He suggested that the issue of schools hiring “instructional designers” was a hot one in his area of the country.

I admitted that I did not know what an instructional designer did.  My brother gave me an example from his field–mathematics.  He explained, “For example, imagine that most students in the district are having trouble multiplying and dividing fractions.  This affects their ability to do well math in later years. So, an instructional designer might be hired to create very motivating mini-units of two to three weeks (using computers etc.) to be employed to help our students do better in this area.”

My brother added, “If we consider a curriculum designer to be an engineer, the instructional technician would be like the technician.”

I asked my brother, “Why doesn’t the district hire local teachers to create such motivating and informative modules?  I mean, why not give a talented teacher time off to develop such units for the math departments across the district?

My brother noted, “That is a good question.”

Since I had just finished my course on the politics of education, I suggested several possible rationales for hiring a very expensive instructional designer rather than a local and motivated teacher to do the same task. For example, I thought aloud, “Perhaps, due to the system of state and federal monies used in the school district, it was easier to hire an outsider and receive full-funding for him than it would be to hire someone locally. Perhaps, it is difficult to find good substitutes to fill a particular master-teacher’s shoes while that teacher is out developing new modules for the district’s various schools”

My brother added, “Yes, both those reasons are possible,…but the fact that these ‘instructional designers’ have doctorates in their field—and have many publications to their names—might be the real reason they can charge so much for their services.”

Whatever the reason for hiring expensive outside consultants to do instructional design for a particular school district, the problem remains that when such outsiders are hired, it is demeaning for local teachers who appear to be looked down upon by the educational community in their own town, i.e. when outside hires are made by the district to create specialized modules or units.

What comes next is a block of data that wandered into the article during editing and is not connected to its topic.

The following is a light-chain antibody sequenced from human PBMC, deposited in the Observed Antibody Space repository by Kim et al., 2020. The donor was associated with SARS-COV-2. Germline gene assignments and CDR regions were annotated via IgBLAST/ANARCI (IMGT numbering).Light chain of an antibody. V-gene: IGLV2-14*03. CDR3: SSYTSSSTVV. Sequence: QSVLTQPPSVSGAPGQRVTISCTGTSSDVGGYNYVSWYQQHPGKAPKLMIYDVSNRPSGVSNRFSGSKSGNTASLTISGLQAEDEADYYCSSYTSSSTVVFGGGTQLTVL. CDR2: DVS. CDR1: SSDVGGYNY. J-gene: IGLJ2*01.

A different option would be for the Dodge City school district to give a group of teachers time-off to create such noteworthy modules, even more quickly than a single teacher might be able to do.  Alternatively, the district might decide to hire an outside consultant to train several master teachers how to create quickly instructional designs for the entire school district in the future.  Either of these two alternatives appears better than diminishing the image of local teachers by hiring an outside “instructional designer”.  Moreover, being invited to become a school district-wide instructional designer is great recognition for a teacher’s efforts.  (These local teachers could also be rewarded through merit pay for taking the training and later developing such modules.)

After all, politics is a process by which groups of people make collective decisions.  A collective answer to the diminishing reputation of teachers (and administrators) in American schools is essential.

About eslkevin

I am a peace educator who has taken time to teach and work in countries such as the USA, Germany, Japan, Nicaragua, Mexico, the UAE, Kuwait, Oman over the past 4 decades.